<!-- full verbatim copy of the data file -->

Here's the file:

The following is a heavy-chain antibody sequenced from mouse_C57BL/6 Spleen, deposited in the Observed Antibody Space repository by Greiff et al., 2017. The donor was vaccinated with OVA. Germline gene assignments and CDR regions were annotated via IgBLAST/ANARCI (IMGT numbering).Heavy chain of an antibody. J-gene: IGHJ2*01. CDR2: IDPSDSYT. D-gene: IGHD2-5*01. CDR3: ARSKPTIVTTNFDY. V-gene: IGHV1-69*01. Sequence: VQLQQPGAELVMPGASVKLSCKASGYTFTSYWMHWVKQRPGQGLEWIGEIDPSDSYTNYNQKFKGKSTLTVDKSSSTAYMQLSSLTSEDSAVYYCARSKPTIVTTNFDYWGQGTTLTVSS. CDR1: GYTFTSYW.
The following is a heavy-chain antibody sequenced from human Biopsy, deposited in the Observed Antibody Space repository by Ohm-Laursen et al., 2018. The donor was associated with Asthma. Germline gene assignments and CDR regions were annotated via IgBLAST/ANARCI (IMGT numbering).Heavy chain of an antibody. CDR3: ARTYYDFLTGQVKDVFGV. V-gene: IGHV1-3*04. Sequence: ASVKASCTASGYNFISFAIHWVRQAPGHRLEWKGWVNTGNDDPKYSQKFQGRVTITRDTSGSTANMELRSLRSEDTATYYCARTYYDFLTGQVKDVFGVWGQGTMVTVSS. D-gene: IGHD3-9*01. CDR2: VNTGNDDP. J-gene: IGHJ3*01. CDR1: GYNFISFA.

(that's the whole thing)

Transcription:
The following is a heavy-chain antibody sequenced from mouse_C57BL/6 Spleen, deposited in the Observed Antibody Space repository by Greiff et al., 2017. The donor was vaccinated with OVA. Germline gene assignments and CDR regions were annotated via IgBLAST/ANARCI (IMGT numbering).Heavy chain of an antibody. J-gene: IGHJ2*01. CDR2: IDPSDSYT. D-gene: IGHD2-5*01. CDR3: ARSKPTIVTTNFDY. V-gene: IGHV1-69*01. Sequence: VQLQQPGAELVMPGASVKLSCKASGYTFTSYWMHWVKQRPGQGLEWIGEIDPSDSYTNYNQKFKGKSTLTVDKSSSTAYMQLSSLTSEDSAVYYCARSKPTIVTTNFDYWGQGTTLTVSS. CDR1: GYTFTSYW.
The following is a heavy-chain antibody sequenced from human Biopsy, deposited in the Observed Antibody Space repository by Ohm-Laursen et al., 2018. The donor was associated with Asthma. Germline gene assignments and CDR regions were annotated via IgBLAST/ANARCI (IMGT numbering).Heavy chain of an antibody. CDR3: ARTYYDFLTGQVKDVFGV. V-gene: IGHV1-3*04. Sequence: ASVKASCTASGYNFISFAIHWVRQAPGHRLEWKGWVNTGNDDPKYSQKFQGRVTITRDTSGSTANMELRSLRSEDTATYYCARTYYDFLTGQVKDVFGVWGQGTMVTVSS. D-gene: IGHD3-9*01. CDR2: VNTGNDDP. J-gene: IGHJ3*01. CDR1: GYNFISFA.